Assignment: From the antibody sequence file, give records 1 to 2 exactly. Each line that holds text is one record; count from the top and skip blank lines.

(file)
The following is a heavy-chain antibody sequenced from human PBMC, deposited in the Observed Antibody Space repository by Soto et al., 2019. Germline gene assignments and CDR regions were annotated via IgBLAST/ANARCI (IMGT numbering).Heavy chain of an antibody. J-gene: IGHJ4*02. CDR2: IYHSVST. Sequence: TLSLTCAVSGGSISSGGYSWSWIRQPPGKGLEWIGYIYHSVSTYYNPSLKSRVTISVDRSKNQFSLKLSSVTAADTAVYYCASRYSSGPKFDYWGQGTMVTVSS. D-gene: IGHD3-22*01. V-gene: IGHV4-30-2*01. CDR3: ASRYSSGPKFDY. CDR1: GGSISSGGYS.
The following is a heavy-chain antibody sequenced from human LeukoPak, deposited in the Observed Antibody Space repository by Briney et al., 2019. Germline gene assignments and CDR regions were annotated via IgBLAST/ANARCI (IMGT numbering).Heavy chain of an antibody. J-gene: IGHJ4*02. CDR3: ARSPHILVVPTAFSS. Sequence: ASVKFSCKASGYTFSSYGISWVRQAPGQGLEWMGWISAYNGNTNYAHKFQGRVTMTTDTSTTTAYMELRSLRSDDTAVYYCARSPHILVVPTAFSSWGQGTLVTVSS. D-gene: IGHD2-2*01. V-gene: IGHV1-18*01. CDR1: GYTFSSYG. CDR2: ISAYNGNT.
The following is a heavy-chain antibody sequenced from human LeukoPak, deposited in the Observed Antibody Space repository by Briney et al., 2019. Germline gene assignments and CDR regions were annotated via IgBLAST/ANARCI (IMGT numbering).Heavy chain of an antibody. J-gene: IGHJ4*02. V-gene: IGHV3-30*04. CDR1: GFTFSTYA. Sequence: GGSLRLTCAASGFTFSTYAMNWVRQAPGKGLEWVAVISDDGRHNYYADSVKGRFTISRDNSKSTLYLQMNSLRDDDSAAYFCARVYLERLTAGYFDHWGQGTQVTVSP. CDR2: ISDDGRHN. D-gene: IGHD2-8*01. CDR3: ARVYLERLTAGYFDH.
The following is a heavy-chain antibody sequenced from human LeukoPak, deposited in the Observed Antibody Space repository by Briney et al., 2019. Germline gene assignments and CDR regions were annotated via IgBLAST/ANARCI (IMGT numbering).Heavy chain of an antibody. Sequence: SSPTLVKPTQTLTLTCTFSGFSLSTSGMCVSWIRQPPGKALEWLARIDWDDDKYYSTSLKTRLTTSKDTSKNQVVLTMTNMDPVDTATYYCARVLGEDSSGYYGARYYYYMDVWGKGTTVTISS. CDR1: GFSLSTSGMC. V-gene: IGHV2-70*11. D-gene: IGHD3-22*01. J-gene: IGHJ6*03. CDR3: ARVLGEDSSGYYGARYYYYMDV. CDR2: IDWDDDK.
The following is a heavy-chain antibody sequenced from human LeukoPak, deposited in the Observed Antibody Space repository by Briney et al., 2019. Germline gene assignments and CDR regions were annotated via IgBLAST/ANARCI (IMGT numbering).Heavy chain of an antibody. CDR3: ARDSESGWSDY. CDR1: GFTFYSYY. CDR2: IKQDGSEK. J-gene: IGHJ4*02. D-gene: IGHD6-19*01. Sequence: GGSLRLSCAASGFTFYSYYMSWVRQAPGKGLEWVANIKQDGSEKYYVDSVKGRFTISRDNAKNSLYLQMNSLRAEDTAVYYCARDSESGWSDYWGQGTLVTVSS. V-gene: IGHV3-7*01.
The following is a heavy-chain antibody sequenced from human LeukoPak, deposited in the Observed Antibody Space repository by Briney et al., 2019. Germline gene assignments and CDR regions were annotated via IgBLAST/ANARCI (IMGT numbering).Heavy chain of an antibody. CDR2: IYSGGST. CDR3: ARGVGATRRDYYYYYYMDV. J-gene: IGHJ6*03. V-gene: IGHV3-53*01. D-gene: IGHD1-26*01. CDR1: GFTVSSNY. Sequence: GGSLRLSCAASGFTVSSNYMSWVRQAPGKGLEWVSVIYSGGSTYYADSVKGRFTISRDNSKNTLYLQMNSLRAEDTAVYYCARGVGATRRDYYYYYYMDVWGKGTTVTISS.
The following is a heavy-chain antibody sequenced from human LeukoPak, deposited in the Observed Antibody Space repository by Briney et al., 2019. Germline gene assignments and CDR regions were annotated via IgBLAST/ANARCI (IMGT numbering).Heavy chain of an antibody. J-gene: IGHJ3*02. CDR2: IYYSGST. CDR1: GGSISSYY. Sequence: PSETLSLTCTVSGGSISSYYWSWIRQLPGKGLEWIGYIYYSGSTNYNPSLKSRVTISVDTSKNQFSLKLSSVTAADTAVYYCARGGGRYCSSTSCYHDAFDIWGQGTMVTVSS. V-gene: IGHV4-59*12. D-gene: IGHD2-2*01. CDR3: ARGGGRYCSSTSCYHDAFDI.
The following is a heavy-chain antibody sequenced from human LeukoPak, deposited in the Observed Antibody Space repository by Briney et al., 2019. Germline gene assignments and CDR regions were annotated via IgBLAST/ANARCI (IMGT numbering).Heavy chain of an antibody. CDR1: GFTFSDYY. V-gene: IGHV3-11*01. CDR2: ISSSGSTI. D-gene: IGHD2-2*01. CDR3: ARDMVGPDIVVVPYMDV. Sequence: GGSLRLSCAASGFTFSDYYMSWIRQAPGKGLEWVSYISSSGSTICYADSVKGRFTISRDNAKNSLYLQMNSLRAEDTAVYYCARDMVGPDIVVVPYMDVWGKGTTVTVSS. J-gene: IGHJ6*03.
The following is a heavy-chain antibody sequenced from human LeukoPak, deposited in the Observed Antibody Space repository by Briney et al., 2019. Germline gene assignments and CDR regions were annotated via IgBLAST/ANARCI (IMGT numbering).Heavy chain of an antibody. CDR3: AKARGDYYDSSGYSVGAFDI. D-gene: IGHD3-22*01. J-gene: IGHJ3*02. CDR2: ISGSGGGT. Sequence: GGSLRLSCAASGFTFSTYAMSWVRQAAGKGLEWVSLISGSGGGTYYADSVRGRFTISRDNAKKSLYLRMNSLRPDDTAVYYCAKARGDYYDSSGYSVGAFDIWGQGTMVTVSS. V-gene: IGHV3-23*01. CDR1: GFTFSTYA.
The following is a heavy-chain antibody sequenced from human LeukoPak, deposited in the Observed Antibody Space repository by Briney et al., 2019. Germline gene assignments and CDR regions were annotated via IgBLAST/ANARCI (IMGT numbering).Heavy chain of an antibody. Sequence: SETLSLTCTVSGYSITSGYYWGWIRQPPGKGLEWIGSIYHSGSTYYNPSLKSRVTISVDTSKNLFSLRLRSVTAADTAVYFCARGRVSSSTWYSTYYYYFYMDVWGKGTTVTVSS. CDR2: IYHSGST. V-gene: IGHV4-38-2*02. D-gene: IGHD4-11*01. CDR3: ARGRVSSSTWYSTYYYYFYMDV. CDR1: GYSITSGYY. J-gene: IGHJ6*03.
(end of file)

The following is a heavy-chain antibody sequenced from human PBMC, deposited in the Observed Antibody Space repository by Soto et al., 2019. Germline gene assignments and CDR regions were annotated via IgBLAST/ANARCI (IMGT numbering).Heavy chain of an antibody. J-gene: IGHJ4*02. CDR2: IYHSVST. Sequence: TLSLTCAVSGGSISSGGYSWSWIRQPPGKGLEWIGYIYHSVSTYYNPSLKSRVTISVDRSKNQFSLKLSSVTAADTAVYYCASRYSSGPKFDYWGQGTMVTVSS. D-gene: IGHD3-22*01. V-gene: IGHV4-30-2*01. CDR3: ASRYSSGPKFDY. CDR1: GGSISSGGYS.
The following is a heavy-chain antibody sequenced from human LeukoPak, deposited in the Observed Antibody Space repository by Briney et al., 2019. Germline gene assignments and CDR regions were annotated via IgBLAST/ANARCI (IMGT numbering).Heavy chain of an antibody. J-gene: IGHJ4*02. CDR3: ARSPHILVVPTAFSS. Sequence: ASVKFSCKASGYTFSSYGISWVRQAPGQGLEWMGWISAYNGNTNYAHKFQGRVTMTTDTSTTTAYMELRSLRSDDTAVYYCARSPHILVVPTAFSSWGQGTLVTVSS. D-gene: IGHD2-2*01. V-gene: IGHV1-18*01. CDR1: GYTFSSYG. CDR2: ISAYNGNT.